According to further embodiments, a first end of the axis-defining portion may define a pair of facing keyed notches that forms a keyed gripping feature allowing a tool to grip and rotate the ramp-defining structure about the retraction pivot axis when the securing means is in the unsecured position. A second end of the axis-defining portion may define a chamfered lead in that facilitates accurate positioning of the ramp-defining structure relative to the lift-surface portion as the ramp-defining structure is assembled onto a disk drive baseplate. The ramp-defining structure may include a surface defining a through bore configured to receive the securing means, the through bore being aligned with a corresponding threaded bore in a disk drive baseplate when the ramp-defining structure is in an operational position in which the cam portion overlies the outer circumference.
The present invention may also be viewed as a head disk assembly, including a disk, a head gimbal assembly, a ramp-defining shelf and releasable securing means. The disk has a recording surface surrounded by an outer circumference. The head gimbal assembly is supported to swing relative to an actuator pivot axis and includes a gimbal defining a gimbal axis parallel to and spaced a first distance from the actuator pivot axis, and a lift tab having a lift-surface portion spaced a second, larger distance from the actuator pivot axis. The ramp-defining shelf is supported to swing relative to a retraction pivot axis, the shelf including a retention portion and a cam portion, the retention portion defining an arc relative to the retraction pivot axis, and the cam portion defining an arc relative to the actuator pivot axis. The releasable securing means secures the ramp-defining shelf relative to the disk such that in a secured condition the cam portion overlies the outer circumference and in an unsecured condition the cam portion can be moved to a position clear of the disk while the lift-surface portion slides on the retention portion.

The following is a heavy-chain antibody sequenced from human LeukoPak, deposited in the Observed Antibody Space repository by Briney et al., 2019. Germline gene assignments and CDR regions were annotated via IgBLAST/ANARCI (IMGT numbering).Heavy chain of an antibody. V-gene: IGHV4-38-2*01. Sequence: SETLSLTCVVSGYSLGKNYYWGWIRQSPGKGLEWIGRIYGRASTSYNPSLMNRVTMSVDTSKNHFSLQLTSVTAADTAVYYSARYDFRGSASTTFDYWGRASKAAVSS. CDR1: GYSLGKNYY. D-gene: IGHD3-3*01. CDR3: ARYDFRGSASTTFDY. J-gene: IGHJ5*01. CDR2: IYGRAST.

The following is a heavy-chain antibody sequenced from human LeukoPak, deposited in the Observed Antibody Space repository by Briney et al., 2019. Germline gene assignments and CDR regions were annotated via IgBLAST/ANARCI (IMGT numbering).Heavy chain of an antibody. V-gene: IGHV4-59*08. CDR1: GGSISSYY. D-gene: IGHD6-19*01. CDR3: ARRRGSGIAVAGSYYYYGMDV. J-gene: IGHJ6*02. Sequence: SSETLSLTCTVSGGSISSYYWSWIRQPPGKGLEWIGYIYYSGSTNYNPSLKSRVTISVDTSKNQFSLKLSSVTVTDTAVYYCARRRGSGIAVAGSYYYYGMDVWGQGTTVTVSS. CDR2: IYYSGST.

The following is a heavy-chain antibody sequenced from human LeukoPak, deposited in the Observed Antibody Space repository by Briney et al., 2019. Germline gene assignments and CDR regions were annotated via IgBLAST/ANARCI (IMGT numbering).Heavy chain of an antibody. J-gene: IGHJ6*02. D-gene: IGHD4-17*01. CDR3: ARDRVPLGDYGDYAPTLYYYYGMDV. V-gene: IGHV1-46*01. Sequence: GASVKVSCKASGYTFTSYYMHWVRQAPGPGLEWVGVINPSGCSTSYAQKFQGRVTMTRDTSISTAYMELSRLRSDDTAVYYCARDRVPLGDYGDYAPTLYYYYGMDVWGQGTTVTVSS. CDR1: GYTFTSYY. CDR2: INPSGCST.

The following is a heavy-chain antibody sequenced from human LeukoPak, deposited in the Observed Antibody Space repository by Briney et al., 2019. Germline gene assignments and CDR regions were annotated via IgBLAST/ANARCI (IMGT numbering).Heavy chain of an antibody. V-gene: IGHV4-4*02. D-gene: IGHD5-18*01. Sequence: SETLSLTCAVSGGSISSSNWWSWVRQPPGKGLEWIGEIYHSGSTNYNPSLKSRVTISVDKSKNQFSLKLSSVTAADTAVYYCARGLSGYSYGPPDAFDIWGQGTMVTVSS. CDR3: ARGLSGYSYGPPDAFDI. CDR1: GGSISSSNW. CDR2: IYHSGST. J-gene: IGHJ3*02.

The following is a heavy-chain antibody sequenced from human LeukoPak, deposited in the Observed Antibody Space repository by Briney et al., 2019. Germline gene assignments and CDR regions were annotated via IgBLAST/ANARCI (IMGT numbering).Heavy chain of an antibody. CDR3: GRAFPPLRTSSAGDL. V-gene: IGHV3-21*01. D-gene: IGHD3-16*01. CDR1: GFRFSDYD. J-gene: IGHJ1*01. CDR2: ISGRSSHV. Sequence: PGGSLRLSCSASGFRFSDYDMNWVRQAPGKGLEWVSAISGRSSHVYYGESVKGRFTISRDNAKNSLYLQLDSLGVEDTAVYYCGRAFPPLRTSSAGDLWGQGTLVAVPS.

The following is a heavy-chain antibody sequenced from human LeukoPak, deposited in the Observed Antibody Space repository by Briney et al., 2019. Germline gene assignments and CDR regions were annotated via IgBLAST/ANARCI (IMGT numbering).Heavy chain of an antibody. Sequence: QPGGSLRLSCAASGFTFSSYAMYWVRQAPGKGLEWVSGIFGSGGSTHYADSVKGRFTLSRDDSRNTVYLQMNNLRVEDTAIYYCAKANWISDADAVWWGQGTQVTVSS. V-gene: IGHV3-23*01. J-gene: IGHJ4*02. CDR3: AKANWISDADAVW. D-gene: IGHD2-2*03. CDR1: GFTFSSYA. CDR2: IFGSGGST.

The foregoing and other features of the invention are described in detail below and set forth in the appended claims.
BRIEF DESCRIPTION OF THE DRAWINGS
FIG. 1 is a plan view diagram of a head disk assembly according to an embodiment of the present invention.
FIG. 2 is a perspective view of a disk drive incorporating the head disk assembly according to an embodiment of the present invention, wherein the ramp-defining structure is disposed in an operative and secured position.
FIG. 3a is a detail plan view of disk drive of FIG. 2a, wherein the ramp-defining structure is secured to the disk drive baseplate in the operative and secured position.
FIG. 3b shows the detail plan view of the disk drive of FIG. 2a, wherein the ramp-defining structure is pivoted to in a non-operative position.
FIG. 4 is a detail plan view of the disk drive baseplate, showing the structure thereof configured to receive, secure and guide the pivoting motion of the ramp-defining structure according to the present invention.
FIG. 5 is a perspective diagram of the ramp-defining structure of FIG. 1, enlarged to show additional detail.
FIG. 6 shows another perspective view of the ramp-defining structure of FIG. 5, illustrating the structure thereof allowing precise positioning and guiding of the ramp-defining structure relative to the disk drive baseplate.
DESCRIPTION OF THE PREFERRED EMBODIMENTS